Stephen Michael Cassidy, Appellant, v. Thomas Francis Minihan, Appellee, 794 F.2d 340 (8th Cir. 1986)

Annotate this Case
U.S. Court of Appeals for the Eighth Circuit - 794 F.2d 340 (8th Cir. 1986) Submitted Jan. 16, 1986. Decided June 20, 1986

Ed Dougherty, Kansas City, Mo., for appellant.

Thomas J. Downey, Jefferson City, Mo., for appellee.

Before McMILLIAN and JOHN R. GIBSON, Circuit Judges, and MURPHY,*  District Judge.

JOHN R. GIBSON, Circuit Judge.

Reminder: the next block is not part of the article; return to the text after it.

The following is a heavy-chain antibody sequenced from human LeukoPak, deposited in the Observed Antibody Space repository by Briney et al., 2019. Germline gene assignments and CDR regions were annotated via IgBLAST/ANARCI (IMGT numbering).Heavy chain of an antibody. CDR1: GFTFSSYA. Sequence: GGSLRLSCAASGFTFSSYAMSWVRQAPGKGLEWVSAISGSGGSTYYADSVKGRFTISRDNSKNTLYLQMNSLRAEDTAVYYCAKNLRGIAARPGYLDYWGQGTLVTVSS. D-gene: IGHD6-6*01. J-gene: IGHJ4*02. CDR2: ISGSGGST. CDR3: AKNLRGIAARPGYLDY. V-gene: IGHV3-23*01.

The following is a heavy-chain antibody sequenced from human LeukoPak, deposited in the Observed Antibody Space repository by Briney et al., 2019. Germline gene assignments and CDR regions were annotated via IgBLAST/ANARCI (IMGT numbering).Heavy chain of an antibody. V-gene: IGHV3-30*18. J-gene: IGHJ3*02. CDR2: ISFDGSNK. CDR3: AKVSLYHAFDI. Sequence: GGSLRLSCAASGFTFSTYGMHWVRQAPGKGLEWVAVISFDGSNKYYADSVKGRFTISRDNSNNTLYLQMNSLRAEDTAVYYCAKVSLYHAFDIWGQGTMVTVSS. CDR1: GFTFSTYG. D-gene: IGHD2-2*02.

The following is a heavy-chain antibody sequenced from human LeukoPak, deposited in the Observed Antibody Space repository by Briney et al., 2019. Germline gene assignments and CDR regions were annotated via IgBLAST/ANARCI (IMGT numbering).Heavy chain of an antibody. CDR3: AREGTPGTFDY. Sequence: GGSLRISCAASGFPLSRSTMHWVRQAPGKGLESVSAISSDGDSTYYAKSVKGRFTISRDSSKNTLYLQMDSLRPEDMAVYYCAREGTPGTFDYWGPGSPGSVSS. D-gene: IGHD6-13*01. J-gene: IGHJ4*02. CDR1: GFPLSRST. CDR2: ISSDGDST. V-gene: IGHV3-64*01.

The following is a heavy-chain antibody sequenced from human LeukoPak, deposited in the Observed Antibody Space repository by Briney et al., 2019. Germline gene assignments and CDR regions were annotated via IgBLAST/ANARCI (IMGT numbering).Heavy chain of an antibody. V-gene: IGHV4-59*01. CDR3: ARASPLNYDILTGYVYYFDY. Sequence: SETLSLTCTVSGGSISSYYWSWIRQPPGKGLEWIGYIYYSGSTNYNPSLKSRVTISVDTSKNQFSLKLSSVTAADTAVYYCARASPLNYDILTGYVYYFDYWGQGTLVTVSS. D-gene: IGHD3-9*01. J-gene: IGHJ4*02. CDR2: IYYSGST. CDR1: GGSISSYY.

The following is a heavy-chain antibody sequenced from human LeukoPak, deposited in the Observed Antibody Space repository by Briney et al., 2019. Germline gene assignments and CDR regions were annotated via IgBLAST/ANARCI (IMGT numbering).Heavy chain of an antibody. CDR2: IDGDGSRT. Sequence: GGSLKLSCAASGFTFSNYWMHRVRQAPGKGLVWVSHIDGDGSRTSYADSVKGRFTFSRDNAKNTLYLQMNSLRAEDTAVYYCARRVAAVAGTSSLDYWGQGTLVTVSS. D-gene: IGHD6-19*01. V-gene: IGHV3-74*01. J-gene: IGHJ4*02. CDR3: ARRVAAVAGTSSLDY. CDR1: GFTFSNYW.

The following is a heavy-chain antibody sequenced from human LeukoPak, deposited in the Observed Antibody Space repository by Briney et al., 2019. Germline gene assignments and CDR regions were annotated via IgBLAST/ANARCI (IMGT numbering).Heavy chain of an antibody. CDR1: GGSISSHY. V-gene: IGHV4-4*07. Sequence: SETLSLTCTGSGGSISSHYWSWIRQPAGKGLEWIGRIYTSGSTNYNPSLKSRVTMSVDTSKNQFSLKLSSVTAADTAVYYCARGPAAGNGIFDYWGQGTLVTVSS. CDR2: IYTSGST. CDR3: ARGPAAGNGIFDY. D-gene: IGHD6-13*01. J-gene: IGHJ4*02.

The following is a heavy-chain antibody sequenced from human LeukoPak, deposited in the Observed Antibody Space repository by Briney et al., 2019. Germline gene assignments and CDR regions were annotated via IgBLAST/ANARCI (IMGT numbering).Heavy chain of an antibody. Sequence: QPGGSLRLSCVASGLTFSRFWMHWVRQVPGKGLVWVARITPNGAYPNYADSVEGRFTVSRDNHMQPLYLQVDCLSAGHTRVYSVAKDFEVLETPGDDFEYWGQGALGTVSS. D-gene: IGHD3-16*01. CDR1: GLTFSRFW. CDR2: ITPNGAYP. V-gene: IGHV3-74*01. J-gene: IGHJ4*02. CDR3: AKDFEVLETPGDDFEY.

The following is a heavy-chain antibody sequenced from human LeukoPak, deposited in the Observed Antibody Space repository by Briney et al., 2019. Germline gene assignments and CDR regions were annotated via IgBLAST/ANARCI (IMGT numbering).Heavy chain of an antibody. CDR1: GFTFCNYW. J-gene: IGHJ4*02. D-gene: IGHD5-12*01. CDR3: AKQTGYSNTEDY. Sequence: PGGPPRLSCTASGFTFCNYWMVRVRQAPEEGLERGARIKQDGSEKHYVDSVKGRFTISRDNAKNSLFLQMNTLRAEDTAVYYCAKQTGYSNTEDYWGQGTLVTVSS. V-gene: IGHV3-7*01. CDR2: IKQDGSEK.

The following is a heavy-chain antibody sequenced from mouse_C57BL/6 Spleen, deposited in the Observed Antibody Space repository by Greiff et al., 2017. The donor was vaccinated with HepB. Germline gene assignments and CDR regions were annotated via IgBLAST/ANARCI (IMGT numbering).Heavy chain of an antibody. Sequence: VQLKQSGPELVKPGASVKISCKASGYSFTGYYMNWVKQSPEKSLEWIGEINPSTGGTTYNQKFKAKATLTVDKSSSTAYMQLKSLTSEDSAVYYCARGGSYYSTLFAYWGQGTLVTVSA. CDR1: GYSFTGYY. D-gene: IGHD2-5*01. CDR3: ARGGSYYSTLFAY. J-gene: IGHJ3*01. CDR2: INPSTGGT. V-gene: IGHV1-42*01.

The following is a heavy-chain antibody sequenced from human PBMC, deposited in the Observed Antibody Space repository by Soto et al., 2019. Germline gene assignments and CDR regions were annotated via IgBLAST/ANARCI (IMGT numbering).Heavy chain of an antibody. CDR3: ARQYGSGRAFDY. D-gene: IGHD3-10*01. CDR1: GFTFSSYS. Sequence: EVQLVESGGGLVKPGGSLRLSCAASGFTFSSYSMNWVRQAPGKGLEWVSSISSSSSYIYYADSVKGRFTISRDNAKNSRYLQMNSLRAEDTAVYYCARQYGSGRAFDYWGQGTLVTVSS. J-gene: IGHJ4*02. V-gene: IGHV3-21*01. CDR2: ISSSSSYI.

The 1978 Bankruptcy Code, 11 U.S.C. § 523(a) (6) (1982), bars the discharge of debts arising from a "willful and malicious injury." The issue before us is whether a judgment for personal injury damages resulting from the debtor's operation of an automobile while under the influence of alcohol is a debt arising from a "willful and malicious injury" and, therefore, nondischargeable under the Code. We believe that the Congress enacting the Code intended to make nondischargeable only debts arising from intentionally inflicted injuries, and there is no evidence supporting the conclusion that the injuries inflicted in this case were intentional. We therefore affirm the judgment of the district court.1